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Endocrine Abnormalities

Endocrine Abnormalities

Cross section of a beef heifer's udder.

Cystic Ovaries

Cystic ovaries are found in cattle and other species whereby ovarian follicles develop but do not ovulate at the correct time. Ovarian follicular cysts, also called cystic ovarian degeneration, are of particular concern in the dairy cattle industry because it is considered one of the most important causes for reproductive failure. There are several relationships between lactation and cystic ovaries. Obviously, if an animal fails to ovulate, then it cannot become pregnant, therefore limiting the opportunity to initiate a new lactation cycle. In contrast, dairy cows with the cystic ovary condition often appear to produce more milk in the current lactation, than those that do not have the condition.  

Incidence of cystic ovaries in dairy cattle is about 12% (citations in the literature range from 3 to nearly 30%). This compares to about 6% for dystocia (difficulties in calving), over 3% for twinning, 4% for stillbirths, over 9% for retained placenta, 5.5% for anovulation (delayed interval to first postpartum ovulation is longer than 4 weeks), over 17% for reproductive tract infections, 21% for metritis (inflammation of the uterus), and 37% for cows that have one or more of the above disorders combined with metabolic diseases (milk fever, ketosis, displaced abomasums, etc).

An anovulatory follicle may persist, or undergo luteinization. In the former case, the cows with cystic follicles may exhibit clinical signs of nymphomania, resulting from the persistently elevated secretion of estrogen. In the case of luteal cysts, the cysts secrete excess progesterone and the cows tend to be anestus. The mechanisms by which ovarian cysts may occur all point to some abnormality of the hypothalamic-hypophyseal-ovarian axis (pituitary-hypothalamus-ovarian axis). This may occur in response to exogenous factors that change the normal endocrine interrelationships or endogenous factors. Treatment of ovarian cysts in cattle usually employs administration of some hormone preparation that intervenes in the disrupted endogenous feedback mechanisms and jump-starts the normal system. The hypophyseal releasing hormone, GnRH, is often used to elicit a surge in luteinizing hormone (LH) to force ovulation of the follicular cysts. Alternatively, human chroionic gonadotropin (hCG), which has LH-like activity, can cause ovulation of the cystic follicles. For luteal cysts, a luteolytic agent such as prostaglandin F2alpha may be used to lyse the luteal cyst.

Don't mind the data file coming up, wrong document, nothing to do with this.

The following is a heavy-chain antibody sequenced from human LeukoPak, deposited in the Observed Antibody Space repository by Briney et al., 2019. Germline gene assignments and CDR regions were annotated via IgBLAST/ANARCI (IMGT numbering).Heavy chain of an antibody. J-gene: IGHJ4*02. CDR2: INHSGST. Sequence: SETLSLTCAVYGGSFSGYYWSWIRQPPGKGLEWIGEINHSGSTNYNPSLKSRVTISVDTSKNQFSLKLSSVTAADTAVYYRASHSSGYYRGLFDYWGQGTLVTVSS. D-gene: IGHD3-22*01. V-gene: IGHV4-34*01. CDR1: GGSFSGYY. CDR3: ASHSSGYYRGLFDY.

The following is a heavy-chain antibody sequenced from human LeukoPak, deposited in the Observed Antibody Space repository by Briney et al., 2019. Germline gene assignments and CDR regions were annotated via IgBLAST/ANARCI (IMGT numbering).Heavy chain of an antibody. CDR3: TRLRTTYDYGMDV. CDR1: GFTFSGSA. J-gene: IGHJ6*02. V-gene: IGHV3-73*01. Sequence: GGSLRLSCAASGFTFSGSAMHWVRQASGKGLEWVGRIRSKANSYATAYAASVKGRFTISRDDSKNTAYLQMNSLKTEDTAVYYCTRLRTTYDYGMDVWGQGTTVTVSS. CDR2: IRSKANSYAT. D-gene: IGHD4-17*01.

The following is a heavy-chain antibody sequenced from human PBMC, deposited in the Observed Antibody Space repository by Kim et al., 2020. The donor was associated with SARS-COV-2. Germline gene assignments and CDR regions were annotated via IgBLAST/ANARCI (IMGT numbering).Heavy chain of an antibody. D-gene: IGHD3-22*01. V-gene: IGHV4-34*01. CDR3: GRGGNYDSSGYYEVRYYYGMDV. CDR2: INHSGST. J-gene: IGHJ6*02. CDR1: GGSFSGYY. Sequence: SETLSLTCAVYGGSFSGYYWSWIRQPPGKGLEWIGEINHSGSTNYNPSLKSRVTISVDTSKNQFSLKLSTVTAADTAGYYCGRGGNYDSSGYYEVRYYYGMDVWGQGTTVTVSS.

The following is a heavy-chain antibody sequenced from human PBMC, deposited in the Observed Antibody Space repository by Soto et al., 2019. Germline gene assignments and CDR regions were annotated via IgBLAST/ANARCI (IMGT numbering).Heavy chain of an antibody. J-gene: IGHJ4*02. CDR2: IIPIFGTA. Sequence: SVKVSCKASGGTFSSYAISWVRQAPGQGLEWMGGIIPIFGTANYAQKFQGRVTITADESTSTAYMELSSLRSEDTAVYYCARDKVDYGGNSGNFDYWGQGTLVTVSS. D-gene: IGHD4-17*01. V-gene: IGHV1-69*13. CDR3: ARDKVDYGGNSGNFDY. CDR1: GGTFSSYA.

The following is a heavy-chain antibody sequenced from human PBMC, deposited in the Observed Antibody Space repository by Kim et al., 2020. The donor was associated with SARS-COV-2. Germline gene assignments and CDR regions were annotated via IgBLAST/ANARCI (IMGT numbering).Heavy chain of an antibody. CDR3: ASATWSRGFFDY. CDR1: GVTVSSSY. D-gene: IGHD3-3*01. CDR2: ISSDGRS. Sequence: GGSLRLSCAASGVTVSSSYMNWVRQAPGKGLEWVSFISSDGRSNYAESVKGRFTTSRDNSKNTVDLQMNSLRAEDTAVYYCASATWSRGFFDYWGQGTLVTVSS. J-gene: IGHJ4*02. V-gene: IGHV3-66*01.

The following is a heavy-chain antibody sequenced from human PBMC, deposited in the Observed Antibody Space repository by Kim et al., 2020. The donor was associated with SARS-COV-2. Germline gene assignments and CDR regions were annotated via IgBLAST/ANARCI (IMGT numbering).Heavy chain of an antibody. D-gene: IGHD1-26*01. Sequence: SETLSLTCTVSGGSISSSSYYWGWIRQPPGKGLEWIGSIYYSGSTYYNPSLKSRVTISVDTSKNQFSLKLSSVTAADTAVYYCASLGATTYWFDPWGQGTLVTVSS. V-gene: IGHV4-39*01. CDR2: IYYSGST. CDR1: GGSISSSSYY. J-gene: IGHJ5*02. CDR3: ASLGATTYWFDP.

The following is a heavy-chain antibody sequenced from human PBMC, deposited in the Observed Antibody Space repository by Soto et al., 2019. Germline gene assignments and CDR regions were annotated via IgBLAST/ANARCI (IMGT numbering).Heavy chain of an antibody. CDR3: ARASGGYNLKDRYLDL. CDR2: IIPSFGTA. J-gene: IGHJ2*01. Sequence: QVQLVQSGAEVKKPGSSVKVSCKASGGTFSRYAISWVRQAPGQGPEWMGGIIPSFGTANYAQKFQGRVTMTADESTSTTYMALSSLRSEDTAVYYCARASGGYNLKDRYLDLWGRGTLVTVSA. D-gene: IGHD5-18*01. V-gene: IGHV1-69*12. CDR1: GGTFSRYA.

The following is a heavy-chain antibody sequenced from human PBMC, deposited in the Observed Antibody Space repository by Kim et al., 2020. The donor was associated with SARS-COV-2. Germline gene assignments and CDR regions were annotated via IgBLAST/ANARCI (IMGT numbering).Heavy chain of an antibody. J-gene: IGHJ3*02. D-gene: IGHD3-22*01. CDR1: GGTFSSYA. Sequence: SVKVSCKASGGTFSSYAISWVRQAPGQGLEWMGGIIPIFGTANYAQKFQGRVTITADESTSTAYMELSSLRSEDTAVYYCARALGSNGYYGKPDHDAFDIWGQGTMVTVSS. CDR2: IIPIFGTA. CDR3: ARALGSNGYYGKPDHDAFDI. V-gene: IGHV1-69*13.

Typically, follicular cysts maintain elevated estrogen concentrations in the blood. Estradiol concentrations are usually sustained in the range of 4 to 10 picogram/milliliter for an extended period. This compares with about 10 to 50 pg/ml estradiol for the few days prior to ovulation and 1 to 5 pg/ml during the luteal phase of the cycle. Estradiol concentrations in blood of pregnant cows can increase up to 450 pg/ml. However, other estrogens also are secreted by the placenta and can increase the effective estrogen concentration substantially during pregnancy. Luteal cysts secrete progesterone, but only slightly elevate blood progesterone concentrations, averaging less than 1 ng/ml. Normal progesterone concentrations in the cycling cow range from as low as about 0.1 nanogram/ml during the proestrus and estrus phases of the cycle to 8 to 10 ng/ml during the luteal phase.

Ovarian tumors and tumors that result in elevated estrogen

Ovarian tumors are not common in cattle. When ovarian tumors are identified in cattle the most common type is the granulose cell tumor, however, a variety of other tumor types also have been identified in bovine ovaries. Some ovarian tumors can secrete excessive amounts of estrogen, while others may secrete more progesterone. Blood concentrations of hundreds of pg/ml to over 1 ng/ml of estrogen have been noted in heifers with ovarian tumors. Chronic nymphomania, mammary development, and relaxation of pelvic ligaments such as seen near calving (raising of the tailhead) are some of the symptoms of ovarian tumors in cattle. The contralateral ovary often is nonfunctional and atrophied. Removal of the ovary containing the tumor is a potential solution, although it seems that sometimes the other ovary is sufficiently compromised by the condition that it does not then become functionally active.

Pituitary tumors and galactorrhea

The literature on pituitary tumors and the mammary gland mostly come from he human health arena. Prolactinomas are the most frequent pituitary tumor. They are observed mostly in females between 20 and 50 years of age and are even less common in children and adolescents. Elevated blood prolactin concentrations in patients with prolactinomas are a primary indicator of the condition and can range form less than 100 micrograms/ml to 3500 µg/ml. Normal concentrations of prolactin in

Treatment of prolactinomas typically includes some type of dopamine agonist, such as bomocriptine (a synthetic ergot alkaloid) or quinagolide (a nonergot dopamine agonist). These reduce serum prolactin concentrations in about 90% of the cases and shrink about 60% of the tumors. Cabergoline (a synthetic ergoline) has also been used successfully on those tumors resistant to the other dopamine agonists.

Hyperprolacinemia also has been reported associated with treatment of protease inhibitors as part of antiviral therapy in relation to treatment for HIV-1 infection. Those patients with hyperprolacinemia also reported galactorrhea (inappropriate lactation). However, some of these patients also were taking other drugs associated with galactorrhea (fluoxetine or metoclopramide), so it is difficult to determine the role of the protease inhibitors in the induction of lactation.

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